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A (lifestyle) change is going to come: Tips to help workers help themselves
'When people are ready for change jump in.'
Does a diabetic employee attend a lunch and learn but continue to eat an unhealthy diet? Or does an obese worker lose weight and keep it off, avoiding years of costly chronic health problems?
You are more likely to get the latter result if you give individual workers what they need, according to Susan L. Zarzycki, RN, COHN, CM, an occupational health manager at Finch Paper LLC in Glens Falls, NY. "We need to do things on the employee's time," she says. "If you work in a company with 24-hour shifts, you need to make programs available at all hours, not just the day shift."
When blood pressure screenings are done, Zarzycki and another occupational health nurse go to the departments instead of having employees come to them.
What works for one employee, might not work for another, she stresses. "You can't get discouraged if only 12 people show up for a program, because that's 12 people you have helped," says Zarzycki. "Those 12 people may not participate in another program."
Here are ways to get the best possible results from wellness programs:
Offer help during a time of need.
"Grab hold of teaching moments," she says. "Timing is everything. When people are ready for change, that's when you jump in."
A 30-something employee told Zarzycki he was just diagnosed with diabetes, and "was scared to death," she recalls. "I put him in touch with everything I could think of."
She gave the worker information from the local hospital, employee assistance group, a local pharmacy offering free insulin syringes and monitors, and contact information for drug company representatives that at the time provided free glucose monitoring monitors.
Zarzycki also called the man's private health insurance carrier and set him up with a diabetic nurse case manager. "He wanted to tell everybody what we did to help him, so he told his story in the company newsletter," she says. "If you can find a poster child and use their story, that's a wonderful thing."
Offer help whenever an employee comes to you.
"Every time we see an employee in the clinic, in my opinion, is a teaching moment," says Zarzycki. "Ask, 'How are you today?' You can always teach them something. When they engage in that conversation is when you want to take it one step further and get them resources."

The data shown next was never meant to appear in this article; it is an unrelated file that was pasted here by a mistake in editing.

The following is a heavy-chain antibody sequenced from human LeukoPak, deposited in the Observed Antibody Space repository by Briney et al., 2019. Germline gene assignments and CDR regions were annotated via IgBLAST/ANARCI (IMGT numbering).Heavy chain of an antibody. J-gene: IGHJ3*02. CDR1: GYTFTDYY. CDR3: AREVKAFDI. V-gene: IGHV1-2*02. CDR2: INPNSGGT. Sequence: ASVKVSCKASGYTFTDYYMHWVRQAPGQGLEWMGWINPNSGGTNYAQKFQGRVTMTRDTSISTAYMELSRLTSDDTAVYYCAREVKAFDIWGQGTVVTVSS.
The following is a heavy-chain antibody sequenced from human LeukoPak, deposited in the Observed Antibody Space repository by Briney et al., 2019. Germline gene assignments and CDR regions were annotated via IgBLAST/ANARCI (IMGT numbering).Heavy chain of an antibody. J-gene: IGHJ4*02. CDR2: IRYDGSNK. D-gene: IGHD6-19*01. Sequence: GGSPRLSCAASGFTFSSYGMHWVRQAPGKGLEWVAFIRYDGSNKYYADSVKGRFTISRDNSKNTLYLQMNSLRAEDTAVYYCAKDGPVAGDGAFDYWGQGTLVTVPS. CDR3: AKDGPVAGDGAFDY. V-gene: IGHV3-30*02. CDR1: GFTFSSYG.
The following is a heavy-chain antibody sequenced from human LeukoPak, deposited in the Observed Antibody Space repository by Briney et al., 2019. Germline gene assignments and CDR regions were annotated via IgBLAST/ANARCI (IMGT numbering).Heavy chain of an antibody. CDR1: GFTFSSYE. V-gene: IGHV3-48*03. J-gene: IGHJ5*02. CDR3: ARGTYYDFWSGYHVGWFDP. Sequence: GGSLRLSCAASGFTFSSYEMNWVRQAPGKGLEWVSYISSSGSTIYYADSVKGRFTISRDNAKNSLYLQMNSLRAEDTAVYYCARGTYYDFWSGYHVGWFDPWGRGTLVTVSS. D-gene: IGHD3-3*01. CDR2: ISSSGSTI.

Even something as simple as reminding a person to see an eye doctor can result in a medical condition being picked up, says Zarzycki.
Follow up with employees who have made lifestyle changes.
"Even the employees who are really engaged in your programs and have had great successes can fall by the wayside," she says. If you run into an employee who you know is trying to lose weight, for instance, she recommends asking "How are things?"
"A lot of times they will know what 'things' are," she says. "Obviously, you don't want to talk about an employee's medical condition out on a manufacturing floor."
Use claims data to develop programs.
Your wellness programs should be devised on the type of claims you are seeing, says Zarzycki. "You wouldn't want to do a Quit Smoking program if you do not have a large amount of smokers," she says. "Claims data can give you great information with regard to your employees' overall health."
Bring in a local celebrity.
Stretching exercises were always listed on the corrective action report after an employee was injured, but these were rarely done until Zarzycki brought in a well-known hockey player.
"After this local athlete came in to talk to our employees, the awareness was raised on the importance of stretching. Every single person was participating in the exercises," she says.
To raise awareness even more, a local gym donated coupons for a week trial membership which were made available to employees, she says.
Ask managers to be role models.
When Zarzycki walked by a gathering of the senior leadership team, she spotted a big tray of cookies on the table. She pleasantly asked, "How am I going to do a wellness program if you are eating cookies? They are not in the plan," she says. "I found out when the next meeting was and brought in fresh cut fruit and dip."
At any meeting that provides a meal, start with salad and provide no dessert, and offer water instead of soda, she recommends.
Reward workers for sticking with a program.
When Weight Watchers gives an onsite program, the company will reimburse $100 of the $158 cost, says Zarzycki but only if participants attend all 12 weeks of the program. "You want to base incentives on active participation," she says. "You want the employee to change their lifestyle."
For more information on improving participation in wellness programs, contact:
Susan L. Zarzycki, RN, COHN, CM, Occupational Health Manager, Finch Paper, Glens Falls, NY. Phone: (518) 793-2541 ext. 5389. Fax: (518) 793-1872. E-mail: email@example.com.